MV Realty is defending the enforceability of a series of agreements with more than 2,000 North Carolina homeowners — asking the state's Supreme Court to overturn a trial judge's injunction finding the company likely couldn't beat claims that the deals were truly predatory, high-interest loans.

  • February 23, 2024

    4th Circ. Won't Rethink Adviser's Defamation Coverage Denial

    A Fourth Circuit panel declined to reconsider its decision that an investment adviser is not owed coverage under her firm's professional liability policy for an underlying defamation lawsuit.

  • February 23, 2024

    9th Circ. Says Asylum Rightly Denied Over UK Assault Record

    The Ninth Circuit on Friday ruled that a noncitizen was ineligible for asylum, finding reliable the U.S. Department of Homeland Security's evidence that he had sexually assaulted minors while living in the United Kingdom.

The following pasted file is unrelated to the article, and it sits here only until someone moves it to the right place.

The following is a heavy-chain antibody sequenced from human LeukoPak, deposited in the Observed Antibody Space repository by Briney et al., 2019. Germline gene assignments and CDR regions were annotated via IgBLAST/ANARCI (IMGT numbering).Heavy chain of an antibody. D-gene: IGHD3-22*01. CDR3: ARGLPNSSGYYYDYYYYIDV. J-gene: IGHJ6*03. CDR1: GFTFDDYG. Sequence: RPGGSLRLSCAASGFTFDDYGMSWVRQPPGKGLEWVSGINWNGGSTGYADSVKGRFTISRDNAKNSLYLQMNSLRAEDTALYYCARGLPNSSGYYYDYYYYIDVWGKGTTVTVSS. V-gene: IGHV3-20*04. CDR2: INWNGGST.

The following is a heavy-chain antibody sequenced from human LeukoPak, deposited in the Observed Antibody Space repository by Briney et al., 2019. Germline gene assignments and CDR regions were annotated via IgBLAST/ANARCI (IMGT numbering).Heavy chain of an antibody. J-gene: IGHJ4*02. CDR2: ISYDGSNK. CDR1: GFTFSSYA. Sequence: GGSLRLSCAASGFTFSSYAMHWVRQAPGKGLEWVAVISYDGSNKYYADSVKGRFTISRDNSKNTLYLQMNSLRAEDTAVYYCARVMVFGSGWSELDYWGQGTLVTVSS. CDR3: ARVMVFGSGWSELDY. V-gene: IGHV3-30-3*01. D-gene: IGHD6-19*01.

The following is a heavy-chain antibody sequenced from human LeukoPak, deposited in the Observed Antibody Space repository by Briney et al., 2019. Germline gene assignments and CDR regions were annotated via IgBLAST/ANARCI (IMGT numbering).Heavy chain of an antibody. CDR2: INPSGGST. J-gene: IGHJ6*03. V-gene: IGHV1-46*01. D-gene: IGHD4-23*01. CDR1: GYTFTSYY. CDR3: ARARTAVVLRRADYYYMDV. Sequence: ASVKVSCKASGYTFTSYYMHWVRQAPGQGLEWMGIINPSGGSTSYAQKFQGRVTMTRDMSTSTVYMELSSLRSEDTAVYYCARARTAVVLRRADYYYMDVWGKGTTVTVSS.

• February 23, 2024

    Idaho Blasts 'Abortion Mandate' In High Court State Ban Fight

    The Idaho attorney general has accused the federal government of transforming an emergency medical care law into an "abortion mandate" in a U.S. Supreme Court case pitting the state's criminal ban against the Biden administration's efforts to maintain abortion access post-Dobbs.

  • February 23, 2024

    8th Circ. Says Nursing Home Fraudster Owes Supplier $7.6M

    A nursing home company whose owner pled guilty in January to employment tax fraud in a New Jersey federal case must shoulder a $5 million judgment plus interest and fees for bills it failed to pay a medical supply company, an Eighth Circuit panel affirmed Friday.